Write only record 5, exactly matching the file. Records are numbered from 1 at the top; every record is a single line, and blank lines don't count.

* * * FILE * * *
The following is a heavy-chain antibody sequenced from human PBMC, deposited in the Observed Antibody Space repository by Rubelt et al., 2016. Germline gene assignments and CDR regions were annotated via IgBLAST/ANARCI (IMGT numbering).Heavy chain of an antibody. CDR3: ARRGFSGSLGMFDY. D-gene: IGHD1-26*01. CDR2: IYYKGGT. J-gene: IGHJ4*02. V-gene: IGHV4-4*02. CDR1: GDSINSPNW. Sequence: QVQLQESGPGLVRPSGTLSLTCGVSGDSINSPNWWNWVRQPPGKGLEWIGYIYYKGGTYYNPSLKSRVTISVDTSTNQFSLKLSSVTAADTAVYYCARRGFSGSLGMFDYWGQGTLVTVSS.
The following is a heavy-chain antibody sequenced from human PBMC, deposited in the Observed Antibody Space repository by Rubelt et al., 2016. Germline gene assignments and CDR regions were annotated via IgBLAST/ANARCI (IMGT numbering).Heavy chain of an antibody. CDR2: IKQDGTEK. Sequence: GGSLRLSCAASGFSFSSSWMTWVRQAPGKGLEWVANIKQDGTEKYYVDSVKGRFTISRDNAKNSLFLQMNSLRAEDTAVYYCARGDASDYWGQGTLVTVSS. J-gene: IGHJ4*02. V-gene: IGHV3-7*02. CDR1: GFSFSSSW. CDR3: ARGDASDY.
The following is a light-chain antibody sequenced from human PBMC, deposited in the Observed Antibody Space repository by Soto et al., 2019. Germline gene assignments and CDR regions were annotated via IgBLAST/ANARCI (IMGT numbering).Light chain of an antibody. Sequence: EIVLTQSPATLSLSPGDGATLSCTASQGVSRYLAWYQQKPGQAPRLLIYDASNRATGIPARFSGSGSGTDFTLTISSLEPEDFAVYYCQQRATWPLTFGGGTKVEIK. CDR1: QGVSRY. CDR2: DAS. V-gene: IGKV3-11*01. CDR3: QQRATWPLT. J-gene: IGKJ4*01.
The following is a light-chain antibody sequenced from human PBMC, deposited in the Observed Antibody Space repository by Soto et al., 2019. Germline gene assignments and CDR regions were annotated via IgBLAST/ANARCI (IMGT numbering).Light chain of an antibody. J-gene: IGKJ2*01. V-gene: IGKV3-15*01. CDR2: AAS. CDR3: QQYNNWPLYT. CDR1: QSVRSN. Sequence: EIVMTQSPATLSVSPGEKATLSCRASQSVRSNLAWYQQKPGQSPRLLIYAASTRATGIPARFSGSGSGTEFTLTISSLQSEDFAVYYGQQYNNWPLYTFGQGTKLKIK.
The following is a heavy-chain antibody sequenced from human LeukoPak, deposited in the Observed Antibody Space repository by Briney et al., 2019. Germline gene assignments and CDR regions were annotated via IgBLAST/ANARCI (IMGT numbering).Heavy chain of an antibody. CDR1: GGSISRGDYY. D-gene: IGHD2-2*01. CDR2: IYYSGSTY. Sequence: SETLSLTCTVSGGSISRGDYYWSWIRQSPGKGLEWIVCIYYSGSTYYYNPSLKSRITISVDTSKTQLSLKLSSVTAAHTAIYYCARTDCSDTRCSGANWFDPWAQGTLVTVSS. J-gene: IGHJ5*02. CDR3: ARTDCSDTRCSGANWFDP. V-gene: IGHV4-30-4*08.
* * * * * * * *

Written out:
The following is a heavy-chain antibody sequenced from human LeukoPak, deposited in the Observed Antibody Space repository by Briney et al., 2019. Germline gene assignments and CDR regions were annotated via IgBLAST/ANARCI (IMGT numbering).Heavy chain of an antibody. CDR1: GGSISRGDYY. D-gene: IGHD2-2*01. CDR2: IYYSGSTY. Sequence: SETLSLTCTVSGGSISRGDYYWSWIRQSPGKGLEWIVCIYYSGSTYYYNPSLKSRITISVDTSKTQLSLKLSSVTAAHTAIYYCARTDCSDTRCSGANWFDPWAQGTLVTVSS. J-gene: IGHJ5*02. CDR3: ARTDCSDTRCSGANWFDP. V-gene: IGHV4-30-4*08.